We eventually began our descent, knowing this would definitely test my knee. I don’t think I can praise enough the work of Quinn or Tracy’s efforts ahead of me in trail blazing and sharing just enough information to keep us focused and safe. It was tough terrain, but we made good time – and my comfort and confidence in the progress Quinn and I have made was clear. We are a strong hiking team. He knew my injury and he helped me much, occasionally getting me to shift feet for a tricky point, and occasionally giving me stability on a rough area. He knows how to show me when we can do something readily and conversely, he knows how to alert me when I must step or sit down for a significant drop. We did the trip well, arriving at the end of the first rough stretch in time for Carrie to decide that she and Dave would go ahead for water refills while the rest of us could attempt the Avalon spur. Carrie and Dave had done the spur previously, and the team had used a lot of water to flush my injuries – so were lower on water than ideal.

The summit of Mt. Avalon is a very short spur off the trail, and we again did this without our packs…well most of us. Kara kept her pack on, for first aid and other vital needs. The craggy point had some unusual terrain and made for a great climb. Some of the spur trail required a 4-limb scramble, so Quinn could not lead me, but he came along and was excited for the challenges. We loved the view but rested only for a moment, as we had much work ahead in our final steep descent.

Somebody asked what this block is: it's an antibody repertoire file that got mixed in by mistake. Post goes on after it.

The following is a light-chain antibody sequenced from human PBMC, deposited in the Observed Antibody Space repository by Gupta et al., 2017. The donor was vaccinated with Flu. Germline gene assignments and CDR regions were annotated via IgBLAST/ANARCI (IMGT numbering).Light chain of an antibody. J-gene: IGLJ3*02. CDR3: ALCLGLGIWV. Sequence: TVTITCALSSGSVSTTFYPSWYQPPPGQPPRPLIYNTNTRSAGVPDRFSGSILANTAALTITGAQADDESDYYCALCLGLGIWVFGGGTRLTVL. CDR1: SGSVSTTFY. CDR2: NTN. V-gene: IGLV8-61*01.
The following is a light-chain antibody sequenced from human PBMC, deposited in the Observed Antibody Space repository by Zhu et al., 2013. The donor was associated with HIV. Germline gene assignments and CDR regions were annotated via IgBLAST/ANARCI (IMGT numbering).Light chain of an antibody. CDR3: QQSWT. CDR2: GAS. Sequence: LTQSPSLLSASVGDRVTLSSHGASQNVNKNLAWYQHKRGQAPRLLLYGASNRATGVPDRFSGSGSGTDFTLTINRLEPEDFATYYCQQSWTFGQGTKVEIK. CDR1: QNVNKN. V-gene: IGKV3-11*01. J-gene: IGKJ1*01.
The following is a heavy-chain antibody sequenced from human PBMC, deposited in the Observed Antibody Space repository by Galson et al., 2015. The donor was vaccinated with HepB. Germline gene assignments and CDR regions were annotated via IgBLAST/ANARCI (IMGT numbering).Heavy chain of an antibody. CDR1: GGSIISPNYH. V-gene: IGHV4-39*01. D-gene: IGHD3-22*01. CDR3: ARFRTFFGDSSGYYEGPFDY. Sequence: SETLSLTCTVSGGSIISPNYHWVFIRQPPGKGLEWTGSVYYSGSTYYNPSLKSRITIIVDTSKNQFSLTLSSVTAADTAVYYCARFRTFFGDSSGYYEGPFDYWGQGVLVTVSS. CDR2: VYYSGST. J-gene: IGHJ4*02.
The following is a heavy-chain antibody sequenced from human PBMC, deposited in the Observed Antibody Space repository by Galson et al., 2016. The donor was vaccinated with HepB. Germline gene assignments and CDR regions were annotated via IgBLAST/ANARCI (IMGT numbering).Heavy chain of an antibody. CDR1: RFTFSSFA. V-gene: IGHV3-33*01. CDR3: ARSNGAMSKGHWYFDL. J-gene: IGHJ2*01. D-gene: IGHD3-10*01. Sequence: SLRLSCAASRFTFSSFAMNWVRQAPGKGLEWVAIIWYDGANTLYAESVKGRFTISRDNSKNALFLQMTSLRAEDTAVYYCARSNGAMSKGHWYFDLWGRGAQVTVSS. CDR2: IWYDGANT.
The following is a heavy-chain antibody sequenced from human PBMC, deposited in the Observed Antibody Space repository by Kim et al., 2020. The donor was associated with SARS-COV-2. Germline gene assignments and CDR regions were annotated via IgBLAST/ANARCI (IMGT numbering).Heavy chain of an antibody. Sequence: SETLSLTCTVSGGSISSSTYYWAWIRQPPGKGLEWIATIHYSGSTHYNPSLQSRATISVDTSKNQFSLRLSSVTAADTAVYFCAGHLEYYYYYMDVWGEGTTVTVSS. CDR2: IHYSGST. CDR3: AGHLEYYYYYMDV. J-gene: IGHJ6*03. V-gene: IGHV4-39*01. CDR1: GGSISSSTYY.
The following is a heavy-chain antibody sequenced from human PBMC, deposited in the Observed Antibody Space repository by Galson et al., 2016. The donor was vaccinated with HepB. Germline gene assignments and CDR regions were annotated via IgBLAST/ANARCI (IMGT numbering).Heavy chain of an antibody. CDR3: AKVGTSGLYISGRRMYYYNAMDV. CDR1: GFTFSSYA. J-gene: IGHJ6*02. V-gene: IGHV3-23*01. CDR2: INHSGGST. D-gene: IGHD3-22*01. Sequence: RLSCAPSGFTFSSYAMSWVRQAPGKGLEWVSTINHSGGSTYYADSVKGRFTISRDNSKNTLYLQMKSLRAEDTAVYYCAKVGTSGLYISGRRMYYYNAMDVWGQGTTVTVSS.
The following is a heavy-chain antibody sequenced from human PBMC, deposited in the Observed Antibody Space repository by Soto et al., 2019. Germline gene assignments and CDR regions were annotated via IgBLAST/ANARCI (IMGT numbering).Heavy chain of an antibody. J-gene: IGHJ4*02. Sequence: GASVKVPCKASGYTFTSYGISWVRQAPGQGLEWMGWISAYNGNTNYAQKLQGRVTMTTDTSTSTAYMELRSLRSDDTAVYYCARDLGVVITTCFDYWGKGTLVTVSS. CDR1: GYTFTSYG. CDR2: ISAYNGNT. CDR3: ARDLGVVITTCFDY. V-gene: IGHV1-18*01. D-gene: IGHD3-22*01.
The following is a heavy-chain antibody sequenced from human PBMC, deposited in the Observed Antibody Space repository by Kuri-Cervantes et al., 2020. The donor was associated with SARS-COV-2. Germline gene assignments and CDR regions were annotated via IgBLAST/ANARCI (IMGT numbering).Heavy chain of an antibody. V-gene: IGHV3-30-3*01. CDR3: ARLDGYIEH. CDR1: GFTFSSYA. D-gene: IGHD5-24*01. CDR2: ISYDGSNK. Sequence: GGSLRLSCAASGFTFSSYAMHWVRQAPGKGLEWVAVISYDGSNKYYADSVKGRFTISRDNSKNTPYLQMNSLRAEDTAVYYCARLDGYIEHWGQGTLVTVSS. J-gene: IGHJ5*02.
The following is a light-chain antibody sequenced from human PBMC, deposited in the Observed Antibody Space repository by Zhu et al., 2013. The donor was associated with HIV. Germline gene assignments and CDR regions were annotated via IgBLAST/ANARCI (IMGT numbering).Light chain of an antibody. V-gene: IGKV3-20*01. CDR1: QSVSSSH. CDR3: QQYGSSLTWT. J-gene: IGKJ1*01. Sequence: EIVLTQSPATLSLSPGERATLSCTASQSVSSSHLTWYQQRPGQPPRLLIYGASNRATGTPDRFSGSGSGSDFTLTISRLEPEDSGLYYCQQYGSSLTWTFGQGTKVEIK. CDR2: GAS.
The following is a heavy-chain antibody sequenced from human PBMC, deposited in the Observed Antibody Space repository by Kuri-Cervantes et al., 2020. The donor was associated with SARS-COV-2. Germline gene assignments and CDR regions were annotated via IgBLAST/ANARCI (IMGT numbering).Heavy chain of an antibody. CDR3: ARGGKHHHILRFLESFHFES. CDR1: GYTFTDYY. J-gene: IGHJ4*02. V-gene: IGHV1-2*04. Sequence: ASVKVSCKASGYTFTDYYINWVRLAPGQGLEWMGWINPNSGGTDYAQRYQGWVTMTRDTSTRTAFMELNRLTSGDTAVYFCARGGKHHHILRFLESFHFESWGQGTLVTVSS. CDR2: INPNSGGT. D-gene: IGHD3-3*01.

The Tom/Field 2020 Team

The next phase of the Avalon Trail is very steep and challenging – even for the fully sighted. It quickly earned my respect. It was not my most challenging down section, but very close – and Quinn was tireless in keeping me safe and oriented. Kara led us for much of this stretch, giving Tracy a well-deserved break. We made great time given the challenge, and we accomplished faster than Carrie expected. When we rejoined with her and Dave, there was a jubilant sharing of restocked water and much celebration. We knew this hike would be a success, despite the injuries. The team had come together marvelously and we had bagged a trio of peaks, two of which were part of the 48 on our list.

There are so many memories of the experiences on those mountains. The lingering bruises certainly have me reflecting on them, but the most powerful memories are of the teamwork and friendship built in sharing the marvels of the White Mountains. Seriously, how many people can stand atop the highest peak in a glorious range and have wild birds landing in their palm? How many people can know the value of friendship and fun so deeply at the core of that peaceful sanctuary? I’m certainly a happier person for it. Thank you to all those who hike with me and to all those inspiring me along the way!